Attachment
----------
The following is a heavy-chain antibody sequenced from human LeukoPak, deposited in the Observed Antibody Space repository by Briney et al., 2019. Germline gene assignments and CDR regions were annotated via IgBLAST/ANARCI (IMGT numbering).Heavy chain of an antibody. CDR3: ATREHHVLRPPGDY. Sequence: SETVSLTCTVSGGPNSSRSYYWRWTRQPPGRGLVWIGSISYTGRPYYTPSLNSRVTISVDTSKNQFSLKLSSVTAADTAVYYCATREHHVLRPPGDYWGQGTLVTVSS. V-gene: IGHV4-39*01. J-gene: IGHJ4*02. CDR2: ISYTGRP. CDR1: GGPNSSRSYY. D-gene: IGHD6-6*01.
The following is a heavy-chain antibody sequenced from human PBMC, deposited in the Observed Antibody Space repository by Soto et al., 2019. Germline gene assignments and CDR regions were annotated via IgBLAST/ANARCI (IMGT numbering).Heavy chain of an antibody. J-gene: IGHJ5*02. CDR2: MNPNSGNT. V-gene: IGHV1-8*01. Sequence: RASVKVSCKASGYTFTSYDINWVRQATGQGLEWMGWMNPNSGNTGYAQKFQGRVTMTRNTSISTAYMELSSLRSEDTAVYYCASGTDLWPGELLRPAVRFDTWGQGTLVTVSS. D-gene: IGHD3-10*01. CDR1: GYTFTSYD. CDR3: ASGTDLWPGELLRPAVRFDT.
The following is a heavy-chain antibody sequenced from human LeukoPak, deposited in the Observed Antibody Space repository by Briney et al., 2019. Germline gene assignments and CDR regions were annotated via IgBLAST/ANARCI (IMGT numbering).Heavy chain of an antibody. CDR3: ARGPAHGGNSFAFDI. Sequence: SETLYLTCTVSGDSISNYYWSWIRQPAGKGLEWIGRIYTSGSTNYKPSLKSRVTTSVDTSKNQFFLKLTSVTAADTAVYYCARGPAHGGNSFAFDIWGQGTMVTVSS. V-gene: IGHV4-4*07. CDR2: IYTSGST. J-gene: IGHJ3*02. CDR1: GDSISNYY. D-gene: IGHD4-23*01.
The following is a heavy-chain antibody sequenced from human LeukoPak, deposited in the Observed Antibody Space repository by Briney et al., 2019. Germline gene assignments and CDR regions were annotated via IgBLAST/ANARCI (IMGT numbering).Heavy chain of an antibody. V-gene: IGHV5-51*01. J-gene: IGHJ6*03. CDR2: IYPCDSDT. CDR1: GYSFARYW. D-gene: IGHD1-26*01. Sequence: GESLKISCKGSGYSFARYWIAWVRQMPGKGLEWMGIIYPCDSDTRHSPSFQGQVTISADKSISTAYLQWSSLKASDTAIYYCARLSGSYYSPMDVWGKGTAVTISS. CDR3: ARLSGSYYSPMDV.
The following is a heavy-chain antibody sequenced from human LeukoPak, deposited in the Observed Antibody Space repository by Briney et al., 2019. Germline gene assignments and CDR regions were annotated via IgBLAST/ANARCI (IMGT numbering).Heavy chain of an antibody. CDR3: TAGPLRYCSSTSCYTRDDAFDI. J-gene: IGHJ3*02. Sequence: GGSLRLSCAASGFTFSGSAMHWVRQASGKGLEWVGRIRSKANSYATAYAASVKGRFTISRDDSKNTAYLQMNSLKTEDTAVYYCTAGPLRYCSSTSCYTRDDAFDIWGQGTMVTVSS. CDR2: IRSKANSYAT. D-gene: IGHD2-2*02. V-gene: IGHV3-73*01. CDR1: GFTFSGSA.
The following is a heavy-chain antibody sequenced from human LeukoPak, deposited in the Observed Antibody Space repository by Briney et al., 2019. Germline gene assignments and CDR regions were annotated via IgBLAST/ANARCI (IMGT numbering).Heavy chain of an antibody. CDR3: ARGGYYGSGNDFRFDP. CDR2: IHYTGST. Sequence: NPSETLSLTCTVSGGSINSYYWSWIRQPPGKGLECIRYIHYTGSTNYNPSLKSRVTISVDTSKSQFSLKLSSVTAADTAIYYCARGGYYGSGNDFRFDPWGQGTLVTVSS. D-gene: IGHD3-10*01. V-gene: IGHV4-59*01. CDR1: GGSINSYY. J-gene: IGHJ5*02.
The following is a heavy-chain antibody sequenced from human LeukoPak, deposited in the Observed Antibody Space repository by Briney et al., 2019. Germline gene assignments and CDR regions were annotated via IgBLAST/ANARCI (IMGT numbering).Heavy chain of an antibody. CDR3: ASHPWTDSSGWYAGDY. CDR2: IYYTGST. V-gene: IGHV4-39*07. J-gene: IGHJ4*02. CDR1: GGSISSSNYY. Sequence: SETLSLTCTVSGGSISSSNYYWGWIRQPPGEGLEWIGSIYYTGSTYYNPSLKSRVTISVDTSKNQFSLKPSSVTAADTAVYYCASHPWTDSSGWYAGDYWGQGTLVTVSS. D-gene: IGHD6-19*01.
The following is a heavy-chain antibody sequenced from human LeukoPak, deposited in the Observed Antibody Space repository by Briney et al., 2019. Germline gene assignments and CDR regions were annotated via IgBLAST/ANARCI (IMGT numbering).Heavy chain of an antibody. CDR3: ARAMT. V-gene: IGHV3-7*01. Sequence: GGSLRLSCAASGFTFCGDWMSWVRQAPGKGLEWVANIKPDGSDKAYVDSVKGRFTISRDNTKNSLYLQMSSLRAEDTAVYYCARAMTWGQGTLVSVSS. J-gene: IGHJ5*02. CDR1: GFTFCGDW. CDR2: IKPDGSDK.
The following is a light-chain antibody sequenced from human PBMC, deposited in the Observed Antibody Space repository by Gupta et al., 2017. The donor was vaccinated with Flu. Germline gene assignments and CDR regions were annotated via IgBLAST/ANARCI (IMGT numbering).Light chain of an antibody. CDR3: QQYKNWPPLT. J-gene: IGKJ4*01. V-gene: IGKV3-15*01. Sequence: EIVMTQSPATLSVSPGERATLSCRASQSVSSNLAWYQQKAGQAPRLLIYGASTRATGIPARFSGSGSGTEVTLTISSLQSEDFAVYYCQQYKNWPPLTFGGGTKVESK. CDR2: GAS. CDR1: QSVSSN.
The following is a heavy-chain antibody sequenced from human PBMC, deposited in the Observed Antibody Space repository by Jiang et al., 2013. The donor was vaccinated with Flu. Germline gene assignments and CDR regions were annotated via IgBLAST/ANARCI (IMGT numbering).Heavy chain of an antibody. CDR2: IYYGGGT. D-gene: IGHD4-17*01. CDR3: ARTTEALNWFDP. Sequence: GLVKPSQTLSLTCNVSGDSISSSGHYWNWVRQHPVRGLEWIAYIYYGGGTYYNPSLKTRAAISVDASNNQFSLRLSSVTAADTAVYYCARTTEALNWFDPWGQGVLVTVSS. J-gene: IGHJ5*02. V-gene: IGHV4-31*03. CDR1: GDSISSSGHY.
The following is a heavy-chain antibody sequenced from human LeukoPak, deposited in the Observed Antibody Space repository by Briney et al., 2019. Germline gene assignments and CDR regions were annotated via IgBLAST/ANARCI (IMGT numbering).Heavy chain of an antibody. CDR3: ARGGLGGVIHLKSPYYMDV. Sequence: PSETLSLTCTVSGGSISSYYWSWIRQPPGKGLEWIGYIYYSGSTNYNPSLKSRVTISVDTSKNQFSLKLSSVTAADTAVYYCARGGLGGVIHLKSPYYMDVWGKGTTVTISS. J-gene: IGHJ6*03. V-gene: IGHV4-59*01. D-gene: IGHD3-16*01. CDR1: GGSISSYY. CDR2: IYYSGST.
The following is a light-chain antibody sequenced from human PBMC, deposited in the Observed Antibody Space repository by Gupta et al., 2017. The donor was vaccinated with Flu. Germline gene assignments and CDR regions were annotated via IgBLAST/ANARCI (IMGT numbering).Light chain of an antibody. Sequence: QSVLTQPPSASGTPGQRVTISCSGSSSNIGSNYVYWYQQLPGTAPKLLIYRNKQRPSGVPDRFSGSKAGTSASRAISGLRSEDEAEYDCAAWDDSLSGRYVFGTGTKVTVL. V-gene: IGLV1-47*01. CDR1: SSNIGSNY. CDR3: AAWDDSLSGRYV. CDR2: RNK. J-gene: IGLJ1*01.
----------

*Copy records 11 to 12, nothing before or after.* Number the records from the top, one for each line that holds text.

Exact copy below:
The following is a heavy-chain antibody sequenced from human LeukoPak, deposited in the Observed Antibody Space repository by Briney et al., 2019. Germline gene assignments and CDR regions were annotated via IgBLAST/ANARCI (IMGT numbering).Heavy chain of an antibody. CDR3: ARGGLGGVIHLKSPYYMDV. Sequence: PSETLSLTCTVSGGSISSYYWSWIRQPPGKGLEWIGYIYYSGSTNYNPSLKSRVTISVDTSKNQFSLKLSSVTAADTAVYYCARGGLGGVIHLKSPYYMDVWGKGTTVTISS. J-gene: IGHJ6*03. V-gene: IGHV4-59*01. D-gene: IGHD3-16*01. CDR1: GGSISSYY. CDR2: IYYSGST.
The following is a light-chain antibody sequenced from human PBMC, deposited in the Observed Antibody Space repository by Gupta et al., 2017. The donor was vaccinated with Flu. Germline gene assignments and CDR regions were annotated via IgBLAST/ANARCI (IMGT numbering).Light chain of an antibody. Sequence: QSVLTQPPSASGTPGQRVTISCSGSSSNIGSNYVYWYQQLPGTAPKLLIYRNKQRPSGVPDRFSGSKAGTSASRAISGLRSEDEAEYDCAAWDDSLSGRYVFGTGTKVTVL. V-gene: IGLV1-47*01. CDR1: SSNIGSNY. CDR3: AAWDDSLSGRYV. CDR2: RNK. J-gene: IGLJ1*01.